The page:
- Chinese Military Review
Six years after China’s Chengdu J-20 strike aircraft made its first flight, the innovative jet has entered service with the People’s Liberation Army’s air force – and it exposes weaknesses in the US military in more ways than one.
On the surface, China’s quick turnaround on the J-20 and other defense projects outpaces the US, where the F-35 Joint Strike Fighter, first flown in 2006, still struggles to meet operational requirements in its naval variant.
The J-20, which bears some resemblance to the US F-22, also raises questions about the extent to which China has been able to steal US military secrets.
Furthermore, China built the J-20 specifically to counter a weak point in the US Air Force: unarmed aerial refuelers and airborne early warning and control aircraft.
A senior scientist working on stealth programs told Business Insider the J-20’s stealth wasn’t all aspect or nearly as effective as its US counterparts. However, the J-20’s stealth on the front end and its extremely long-range missiles make it ideal for knocking back US support planes and keeping the US Air Force away from the battle.
- US Air Force/Airman 1st Class Kevin Tanenbaum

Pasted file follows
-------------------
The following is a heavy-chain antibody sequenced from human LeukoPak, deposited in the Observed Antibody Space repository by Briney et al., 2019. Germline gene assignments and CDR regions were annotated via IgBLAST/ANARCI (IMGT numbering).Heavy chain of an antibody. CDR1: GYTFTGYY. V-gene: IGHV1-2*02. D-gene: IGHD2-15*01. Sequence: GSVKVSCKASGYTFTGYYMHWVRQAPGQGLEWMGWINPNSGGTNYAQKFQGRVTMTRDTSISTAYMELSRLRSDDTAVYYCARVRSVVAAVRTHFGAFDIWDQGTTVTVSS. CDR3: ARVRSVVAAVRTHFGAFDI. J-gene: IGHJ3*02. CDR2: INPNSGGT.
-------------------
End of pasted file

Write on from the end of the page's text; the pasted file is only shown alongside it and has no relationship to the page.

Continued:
Peter Singer, a strategist at New America and author of “Ghost Fleet” – a novel that depicts a World War III situation with China, Russia, and the US – told Business Insider that this fits with a Chinese strategy called “assassin’s mace.”
According to Singer, in the Middle Ages, “Chinese assassins would carry a little mace under their sleeves” when facing a guard armed with a long sword.
Instead of the assassin carrying their own long, conspicuous sword to match the guard’s strength, they used a mace designed to smash the guard’s sword, turning the guard’s strength into a weakness.
China’s J-20 brings this ancient strategy into the modern world.
“These things you see as your strengths, we’re going to invert that,” Singer said, describing Chinese military doctrine.